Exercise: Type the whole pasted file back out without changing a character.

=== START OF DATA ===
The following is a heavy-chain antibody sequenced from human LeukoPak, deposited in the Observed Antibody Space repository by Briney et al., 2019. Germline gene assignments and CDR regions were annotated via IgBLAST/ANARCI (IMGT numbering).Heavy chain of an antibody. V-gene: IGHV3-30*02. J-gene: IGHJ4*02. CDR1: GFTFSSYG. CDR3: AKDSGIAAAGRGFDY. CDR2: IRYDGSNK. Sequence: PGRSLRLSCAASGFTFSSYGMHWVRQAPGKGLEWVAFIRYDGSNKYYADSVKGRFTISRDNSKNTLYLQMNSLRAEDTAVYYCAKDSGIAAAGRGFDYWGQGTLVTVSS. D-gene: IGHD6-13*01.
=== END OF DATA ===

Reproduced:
The following is a heavy-chain antibody sequenced from human LeukoPak, deposited in the Observed Antibody Space repository by Briney et al., 2019. Germline gene assignments and CDR regions were annotated via IgBLAST/ANARCI (IMGT numbering).Heavy chain of an antibody. V-gene: IGHV3-30*02. J-gene: IGHJ4*02. CDR1: GFTFSSYG. CDR3: AKDSGIAAAGRGFDY. CDR2: IRYDGSNK. Sequence: PGRSLRLSCAASGFTFSSYGMHWVRQAPGKGLEWVAFIRYDGSNKYYADSVKGRFTISRDNSKNTLYLQMNSLRAEDTAVYYCAKDSGIAAAGRGFDYWGQGTLVTVSS. D-gene: IGHD6-13*01.